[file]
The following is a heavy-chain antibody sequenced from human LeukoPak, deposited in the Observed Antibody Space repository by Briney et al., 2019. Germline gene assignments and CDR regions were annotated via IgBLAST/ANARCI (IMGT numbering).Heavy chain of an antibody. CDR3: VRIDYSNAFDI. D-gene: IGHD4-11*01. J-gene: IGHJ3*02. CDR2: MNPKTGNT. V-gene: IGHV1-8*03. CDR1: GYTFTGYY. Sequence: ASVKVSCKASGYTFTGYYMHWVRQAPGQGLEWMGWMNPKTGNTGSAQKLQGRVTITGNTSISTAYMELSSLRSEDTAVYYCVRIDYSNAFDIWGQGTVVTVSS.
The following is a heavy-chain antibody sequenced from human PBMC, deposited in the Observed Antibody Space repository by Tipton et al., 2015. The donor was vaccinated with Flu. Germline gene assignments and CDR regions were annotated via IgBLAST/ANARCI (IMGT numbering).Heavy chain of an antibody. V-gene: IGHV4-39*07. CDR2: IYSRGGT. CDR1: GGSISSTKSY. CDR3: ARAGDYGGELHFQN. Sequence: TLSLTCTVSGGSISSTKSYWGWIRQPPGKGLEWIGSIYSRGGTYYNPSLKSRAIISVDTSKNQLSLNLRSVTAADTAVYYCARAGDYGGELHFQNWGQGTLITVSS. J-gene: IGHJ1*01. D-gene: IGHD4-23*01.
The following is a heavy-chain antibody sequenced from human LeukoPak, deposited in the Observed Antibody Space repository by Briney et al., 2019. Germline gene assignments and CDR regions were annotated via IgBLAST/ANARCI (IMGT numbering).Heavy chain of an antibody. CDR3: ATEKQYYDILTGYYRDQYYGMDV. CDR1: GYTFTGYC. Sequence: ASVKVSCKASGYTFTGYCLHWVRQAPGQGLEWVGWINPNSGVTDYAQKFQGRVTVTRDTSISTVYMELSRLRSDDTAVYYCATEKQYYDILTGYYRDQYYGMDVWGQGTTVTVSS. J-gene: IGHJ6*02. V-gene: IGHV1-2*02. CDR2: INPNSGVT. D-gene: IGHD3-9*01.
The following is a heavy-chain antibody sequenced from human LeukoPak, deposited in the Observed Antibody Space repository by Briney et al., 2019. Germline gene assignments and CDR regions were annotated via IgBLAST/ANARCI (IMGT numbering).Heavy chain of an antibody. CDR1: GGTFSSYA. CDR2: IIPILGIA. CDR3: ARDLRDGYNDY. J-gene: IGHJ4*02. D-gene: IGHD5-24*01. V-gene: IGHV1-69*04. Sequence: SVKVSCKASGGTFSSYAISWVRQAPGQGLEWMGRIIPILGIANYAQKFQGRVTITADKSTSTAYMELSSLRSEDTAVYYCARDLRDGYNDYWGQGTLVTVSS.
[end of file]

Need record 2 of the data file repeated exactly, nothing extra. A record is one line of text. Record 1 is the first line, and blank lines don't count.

The following is a heavy-chain antibody sequenced from human PBMC, deposited in the Observed Antibody Space repository by Tipton et al., 2015. The donor was vaccinated with Flu. Germline gene assignments and CDR regions were annotated via IgBLAST/ANARCI (IMGT numbering).Heavy chain of an antibody. V-gene: IGHV4-39*07. CDR2: IYSRGGT. CDR1: GGSISSTKSY. CDR3: ARAGDYGGELHFQN. Sequence: TLSLTCTVSGGSISSTKSYWGWIRQPPGKGLEWIGSIYSRGGTYYNPSLKSRAIISVDTSKNQLSLNLRSVTAADTAVYYCARAGDYGGELHFQNWGQGTLITVSS. J-gene: IGHJ1*01. D-gene: IGHD4-23*01.